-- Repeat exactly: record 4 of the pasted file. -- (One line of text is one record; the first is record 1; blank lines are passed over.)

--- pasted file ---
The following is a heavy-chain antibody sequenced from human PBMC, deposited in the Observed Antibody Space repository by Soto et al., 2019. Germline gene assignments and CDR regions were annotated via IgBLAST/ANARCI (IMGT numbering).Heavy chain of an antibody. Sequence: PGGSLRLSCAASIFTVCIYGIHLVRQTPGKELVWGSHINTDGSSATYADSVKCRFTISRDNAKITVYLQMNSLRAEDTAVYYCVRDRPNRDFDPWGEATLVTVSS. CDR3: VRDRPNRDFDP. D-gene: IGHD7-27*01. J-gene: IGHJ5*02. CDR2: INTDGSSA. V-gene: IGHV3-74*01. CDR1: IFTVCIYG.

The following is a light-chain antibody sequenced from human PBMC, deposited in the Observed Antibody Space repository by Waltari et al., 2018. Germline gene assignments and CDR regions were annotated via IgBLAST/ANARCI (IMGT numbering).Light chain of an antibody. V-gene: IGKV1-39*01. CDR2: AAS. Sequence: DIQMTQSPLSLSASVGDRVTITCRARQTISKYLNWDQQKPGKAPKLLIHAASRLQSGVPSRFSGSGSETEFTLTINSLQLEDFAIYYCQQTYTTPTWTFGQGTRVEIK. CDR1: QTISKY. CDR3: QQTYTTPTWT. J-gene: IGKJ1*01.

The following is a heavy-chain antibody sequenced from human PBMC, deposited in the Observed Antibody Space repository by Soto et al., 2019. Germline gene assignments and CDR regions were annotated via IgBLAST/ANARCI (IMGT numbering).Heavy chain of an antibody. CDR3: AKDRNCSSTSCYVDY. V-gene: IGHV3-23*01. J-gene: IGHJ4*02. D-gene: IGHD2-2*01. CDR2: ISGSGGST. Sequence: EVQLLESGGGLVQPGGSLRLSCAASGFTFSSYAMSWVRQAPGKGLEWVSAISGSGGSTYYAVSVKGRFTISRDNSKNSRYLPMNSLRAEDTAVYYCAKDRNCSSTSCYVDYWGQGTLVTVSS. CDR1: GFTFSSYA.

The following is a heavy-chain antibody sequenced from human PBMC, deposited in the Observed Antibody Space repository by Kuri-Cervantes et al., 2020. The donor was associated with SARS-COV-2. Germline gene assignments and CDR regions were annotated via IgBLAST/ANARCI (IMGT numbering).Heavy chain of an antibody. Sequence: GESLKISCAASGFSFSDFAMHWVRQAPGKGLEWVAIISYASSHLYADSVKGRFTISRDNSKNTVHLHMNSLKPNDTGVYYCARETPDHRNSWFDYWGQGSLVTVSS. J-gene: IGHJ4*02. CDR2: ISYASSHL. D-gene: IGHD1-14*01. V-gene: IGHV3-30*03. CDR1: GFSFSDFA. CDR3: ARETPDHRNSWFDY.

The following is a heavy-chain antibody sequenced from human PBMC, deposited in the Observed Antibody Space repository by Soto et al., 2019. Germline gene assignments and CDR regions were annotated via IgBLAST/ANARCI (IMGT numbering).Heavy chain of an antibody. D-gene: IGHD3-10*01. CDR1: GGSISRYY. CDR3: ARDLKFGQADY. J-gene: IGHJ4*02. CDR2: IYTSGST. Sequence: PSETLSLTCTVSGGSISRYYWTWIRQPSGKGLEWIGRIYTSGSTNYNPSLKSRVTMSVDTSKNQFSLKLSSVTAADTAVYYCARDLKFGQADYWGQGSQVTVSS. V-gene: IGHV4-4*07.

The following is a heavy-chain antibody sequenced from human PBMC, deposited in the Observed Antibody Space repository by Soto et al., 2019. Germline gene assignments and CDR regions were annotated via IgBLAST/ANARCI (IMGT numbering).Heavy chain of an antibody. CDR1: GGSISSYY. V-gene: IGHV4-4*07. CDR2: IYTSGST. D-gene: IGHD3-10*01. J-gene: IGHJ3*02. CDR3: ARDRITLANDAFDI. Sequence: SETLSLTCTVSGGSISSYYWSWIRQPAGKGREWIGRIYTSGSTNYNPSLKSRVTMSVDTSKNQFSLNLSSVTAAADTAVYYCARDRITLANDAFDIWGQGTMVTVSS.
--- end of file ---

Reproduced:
The following is a heavy-chain antibody sequenced from human PBMC, deposited in the Observed Antibody Space repository by Kuri-Cervantes et al., 2020. The donor was associated with SARS-COV-2. Germline gene assignments and CDR regions were annotated via IgBLAST/ANARCI (IMGT numbering).Heavy chain of an antibody. Sequence: GESLKISCAASGFSFSDFAMHWVRQAPGKGLEWVAIISYASSHLYADSVKGRFTISRDNSKNTVHLHMNSLKPNDTGVYYCARETPDHRNSWFDYWGQGSLVTVSS. J-gene: IGHJ4*02. CDR2: ISYASSHL. D-gene: IGHD1-14*01. V-gene: IGHV3-30*03. CDR1: GFSFSDFA. CDR3: ARETPDHRNSWFDY.